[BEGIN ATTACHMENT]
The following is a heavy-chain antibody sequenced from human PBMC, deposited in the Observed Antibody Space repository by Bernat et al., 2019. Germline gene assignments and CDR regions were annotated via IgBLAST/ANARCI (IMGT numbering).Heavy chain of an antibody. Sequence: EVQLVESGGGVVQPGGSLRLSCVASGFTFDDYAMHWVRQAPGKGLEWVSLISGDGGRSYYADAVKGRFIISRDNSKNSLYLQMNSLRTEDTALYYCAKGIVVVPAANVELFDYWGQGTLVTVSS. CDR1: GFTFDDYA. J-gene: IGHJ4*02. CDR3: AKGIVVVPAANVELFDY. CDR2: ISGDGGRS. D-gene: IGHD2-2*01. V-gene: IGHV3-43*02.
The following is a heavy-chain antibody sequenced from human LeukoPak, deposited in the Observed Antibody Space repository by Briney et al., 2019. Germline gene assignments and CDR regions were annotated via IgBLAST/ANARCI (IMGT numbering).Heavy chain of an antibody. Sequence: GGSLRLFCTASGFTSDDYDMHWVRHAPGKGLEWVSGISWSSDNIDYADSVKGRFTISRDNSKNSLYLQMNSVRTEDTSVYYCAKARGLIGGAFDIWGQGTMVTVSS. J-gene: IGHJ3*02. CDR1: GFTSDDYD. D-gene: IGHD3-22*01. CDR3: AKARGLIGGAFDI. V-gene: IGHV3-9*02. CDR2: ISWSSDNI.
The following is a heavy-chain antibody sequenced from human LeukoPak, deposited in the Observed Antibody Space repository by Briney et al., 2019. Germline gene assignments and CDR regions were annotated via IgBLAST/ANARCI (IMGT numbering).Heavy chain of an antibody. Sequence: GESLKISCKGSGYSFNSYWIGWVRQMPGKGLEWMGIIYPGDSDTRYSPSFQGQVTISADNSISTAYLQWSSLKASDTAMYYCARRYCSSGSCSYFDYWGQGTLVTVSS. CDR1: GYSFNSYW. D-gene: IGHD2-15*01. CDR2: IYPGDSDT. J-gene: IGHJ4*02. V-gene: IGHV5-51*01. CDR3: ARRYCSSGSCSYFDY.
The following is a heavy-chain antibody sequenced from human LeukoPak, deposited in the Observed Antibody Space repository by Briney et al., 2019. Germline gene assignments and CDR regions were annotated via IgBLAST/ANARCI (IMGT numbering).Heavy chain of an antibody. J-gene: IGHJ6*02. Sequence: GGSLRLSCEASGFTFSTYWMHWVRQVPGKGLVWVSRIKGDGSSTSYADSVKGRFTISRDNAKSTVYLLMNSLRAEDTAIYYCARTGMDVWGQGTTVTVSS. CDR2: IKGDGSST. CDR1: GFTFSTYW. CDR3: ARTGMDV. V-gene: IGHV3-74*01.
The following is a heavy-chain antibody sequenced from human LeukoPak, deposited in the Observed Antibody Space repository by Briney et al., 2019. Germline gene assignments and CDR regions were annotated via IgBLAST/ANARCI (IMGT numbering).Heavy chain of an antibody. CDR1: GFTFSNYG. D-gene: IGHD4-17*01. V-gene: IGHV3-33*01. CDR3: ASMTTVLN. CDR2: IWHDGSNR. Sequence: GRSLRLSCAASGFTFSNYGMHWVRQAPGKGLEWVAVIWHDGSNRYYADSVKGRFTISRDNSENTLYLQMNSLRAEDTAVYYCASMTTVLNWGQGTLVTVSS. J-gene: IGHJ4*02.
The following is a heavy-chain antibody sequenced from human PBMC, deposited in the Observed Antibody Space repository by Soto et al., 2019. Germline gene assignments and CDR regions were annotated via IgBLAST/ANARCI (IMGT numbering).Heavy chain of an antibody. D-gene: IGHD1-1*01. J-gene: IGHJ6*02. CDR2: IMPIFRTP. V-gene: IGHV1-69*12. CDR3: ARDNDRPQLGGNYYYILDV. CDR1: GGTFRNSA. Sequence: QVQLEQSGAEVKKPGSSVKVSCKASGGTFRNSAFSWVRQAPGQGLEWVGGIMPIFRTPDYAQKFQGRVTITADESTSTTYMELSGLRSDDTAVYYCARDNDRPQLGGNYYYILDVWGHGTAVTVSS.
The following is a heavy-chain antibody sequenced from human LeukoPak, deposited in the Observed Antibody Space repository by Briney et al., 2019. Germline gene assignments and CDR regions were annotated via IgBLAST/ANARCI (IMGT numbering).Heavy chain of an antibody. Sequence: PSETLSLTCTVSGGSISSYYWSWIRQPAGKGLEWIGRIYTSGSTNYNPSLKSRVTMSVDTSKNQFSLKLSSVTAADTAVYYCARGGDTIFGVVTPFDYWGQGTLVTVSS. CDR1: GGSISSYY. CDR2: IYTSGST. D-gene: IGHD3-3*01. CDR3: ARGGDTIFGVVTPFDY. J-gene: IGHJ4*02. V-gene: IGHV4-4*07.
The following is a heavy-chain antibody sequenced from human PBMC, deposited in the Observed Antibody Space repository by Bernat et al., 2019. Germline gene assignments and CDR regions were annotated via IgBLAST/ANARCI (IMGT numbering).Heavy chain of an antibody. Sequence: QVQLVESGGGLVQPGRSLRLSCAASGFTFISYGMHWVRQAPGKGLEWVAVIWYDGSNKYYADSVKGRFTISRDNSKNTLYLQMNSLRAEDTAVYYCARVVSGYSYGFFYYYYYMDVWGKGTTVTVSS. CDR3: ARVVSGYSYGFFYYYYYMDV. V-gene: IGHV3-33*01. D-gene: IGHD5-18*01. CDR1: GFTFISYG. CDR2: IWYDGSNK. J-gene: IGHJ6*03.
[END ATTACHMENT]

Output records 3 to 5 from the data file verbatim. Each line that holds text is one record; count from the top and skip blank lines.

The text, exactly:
The following is a heavy-chain antibody sequenced from human LeukoPak, deposited in the Observed Antibody Space repository by Briney et al., 2019. Germline gene assignments and CDR regions were annotated via IgBLAST/ANARCI (IMGT numbering).Heavy chain of an antibody. Sequence: GESLKISCKGSGYSFNSYWIGWVRQMPGKGLEWMGIIYPGDSDTRYSPSFQGQVTISADNSISTAYLQWSSLKASDTAMYYCARRYCSSGSCSYFDYWGQGTLVTVSS. CDR1: GYSFNSYW. D-gene: IGHD2-15*01. CDR2: IYPGDSDT. J-gene: IGHJ4*02. V-gene: IGHV5-51*01. CDR3: ARRYCSSGSCSYFDY.
The following is a heavy-chain antibody sequenced from human LeukoPak, deposited in the Observed Antibody Space repository by Briney et al., 2019. Germline gene assignments and CDR regions were annotated via IgBLAST/ANARCI (IMGT numbering).Heavy chain of an antibody. J-gene: IGHJ6*02. Sequence: GGSLRLSCEASGFTFSTYWMHWVRQVPGKGLVWVSRIKGDGSSTSYADSVKGRFTISRDNAKSTVYLLMNSLRAEDTAIYYCARTGMDVWGQGTTVTVSS. CDR2: IKGDGSST. CDR1: GFTFSTYW. CDR3: ARTGMDV. V-gene: IGHV3-74*01.
The following is a heavy-chain antibody sequenced from human LeukoPak, deposited in the Observed Antibody Space repository by Briney et al., 2019. Germline gene assignments and CDR regions were annotated via IgBLAST/ANARCI (IMGT numbering).Heavy chain of an antibody. CDR1: GFTFSNYG. D-gene: IGHD4-17*01. V-gene: IGHV3-33*01. CDR3: ASMTTVLN. CDR2: IWHDGSNR. Sequence: GRSLRLSCAASGFTFSNYGMHWVRQAPGKGLEWVAVIWHDGSNRYYADSVKGRFTISRDNSENTLYLQMNSLRAEDTAVYYCASMTTVLNWGQGTLVTVSS. J-gene: IGHJ4*02.